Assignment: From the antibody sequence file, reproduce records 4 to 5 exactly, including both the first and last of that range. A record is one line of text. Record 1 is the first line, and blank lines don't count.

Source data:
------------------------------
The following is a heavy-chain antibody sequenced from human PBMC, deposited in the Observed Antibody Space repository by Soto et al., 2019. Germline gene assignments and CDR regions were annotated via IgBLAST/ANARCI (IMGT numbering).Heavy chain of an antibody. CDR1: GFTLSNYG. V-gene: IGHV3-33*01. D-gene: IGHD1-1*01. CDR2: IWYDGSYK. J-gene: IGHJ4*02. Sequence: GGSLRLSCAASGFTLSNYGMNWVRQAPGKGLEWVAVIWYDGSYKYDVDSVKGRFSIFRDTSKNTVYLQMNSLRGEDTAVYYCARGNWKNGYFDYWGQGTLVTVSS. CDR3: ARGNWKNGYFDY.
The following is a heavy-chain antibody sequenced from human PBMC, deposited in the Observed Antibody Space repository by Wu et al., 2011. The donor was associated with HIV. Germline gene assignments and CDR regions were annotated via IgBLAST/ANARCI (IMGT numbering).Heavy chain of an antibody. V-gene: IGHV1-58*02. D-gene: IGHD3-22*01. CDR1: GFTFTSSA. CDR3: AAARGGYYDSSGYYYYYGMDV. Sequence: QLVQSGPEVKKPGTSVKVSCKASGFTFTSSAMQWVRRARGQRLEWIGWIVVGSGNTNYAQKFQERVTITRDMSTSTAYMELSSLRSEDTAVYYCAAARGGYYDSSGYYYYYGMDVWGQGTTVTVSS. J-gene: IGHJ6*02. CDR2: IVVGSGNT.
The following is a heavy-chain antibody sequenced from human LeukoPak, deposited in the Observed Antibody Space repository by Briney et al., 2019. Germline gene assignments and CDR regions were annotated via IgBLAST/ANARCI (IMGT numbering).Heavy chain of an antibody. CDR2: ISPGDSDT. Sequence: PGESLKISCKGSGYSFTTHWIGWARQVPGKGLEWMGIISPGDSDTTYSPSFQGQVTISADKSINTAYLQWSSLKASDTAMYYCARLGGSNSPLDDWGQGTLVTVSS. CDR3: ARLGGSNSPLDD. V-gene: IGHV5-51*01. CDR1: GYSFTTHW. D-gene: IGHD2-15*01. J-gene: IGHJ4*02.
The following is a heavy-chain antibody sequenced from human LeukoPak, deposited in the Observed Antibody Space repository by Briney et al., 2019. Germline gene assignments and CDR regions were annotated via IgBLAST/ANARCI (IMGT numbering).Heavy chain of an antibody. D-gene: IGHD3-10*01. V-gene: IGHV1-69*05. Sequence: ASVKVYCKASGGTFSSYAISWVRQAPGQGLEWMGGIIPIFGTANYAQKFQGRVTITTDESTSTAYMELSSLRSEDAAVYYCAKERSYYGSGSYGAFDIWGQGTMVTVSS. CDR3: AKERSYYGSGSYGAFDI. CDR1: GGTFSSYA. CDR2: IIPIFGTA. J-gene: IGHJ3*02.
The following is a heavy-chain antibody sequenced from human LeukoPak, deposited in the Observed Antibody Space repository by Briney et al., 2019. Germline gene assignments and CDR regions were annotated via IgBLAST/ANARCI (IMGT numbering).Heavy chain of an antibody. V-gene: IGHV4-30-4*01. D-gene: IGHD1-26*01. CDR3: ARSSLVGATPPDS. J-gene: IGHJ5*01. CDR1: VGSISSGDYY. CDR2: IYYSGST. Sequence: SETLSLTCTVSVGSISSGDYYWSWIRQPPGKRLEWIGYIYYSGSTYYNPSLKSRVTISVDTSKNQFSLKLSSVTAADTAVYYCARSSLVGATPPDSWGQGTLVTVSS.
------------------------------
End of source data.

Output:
The following is a heavy-chain antibody sequenced from human LeukoPak, deposited in the Observed Antibody Space repository by Briney et al., 2019. Germline gene assignments and CDR regions were annotated via IgBLAST/ANARCI (IMGT numbering).Heavy chain of an antibody. D-gene: IGHD3-10*01. V-gene: IGHV1-69*05. Sequence: ASVKVYCKASGGTFSSYAISWVRQAPGQGLEWMGGIIPIFGTANYAQKFQGRVTITTDESTSTAYMELSSLRSEDAAVYYCAKERSYYGSGSYGAFDIWGQGTMVTVSS. CDR3: AKERSYYGSGSYGAFDI. CDR1: GGTFSSYA. CDR2: IIPIFGTA. J-gene: IGHJ3*02.
The following is a heavy-chain antibody sequenced from human LeukoPak, deposited in the Observed Antibody Space repository by Briney et al., 2019. Germline gene assignments and CDR regions were annotated via IgBLAST/ANARCI (IMGT numbering).Heavy chain of an antibody. V-gene: IGHV4-30-4*01. D-gene: IGHD1-26*01. CDR3: ARSSLVGATPPDS. J-gene: IGHJ5*01. CDR1: VGSISSGDYY. CDR2: IYYSGST. Sequence: SETLSLTCTVSVGSISSGDYYWSWIRQPPGKRLEWIGYIYYSGSTYYNPSLKSRVTISVDTSKNQFSLKLSSVTAADTAVYYCARSSLVGATPPDSWGQGTLVTVSS.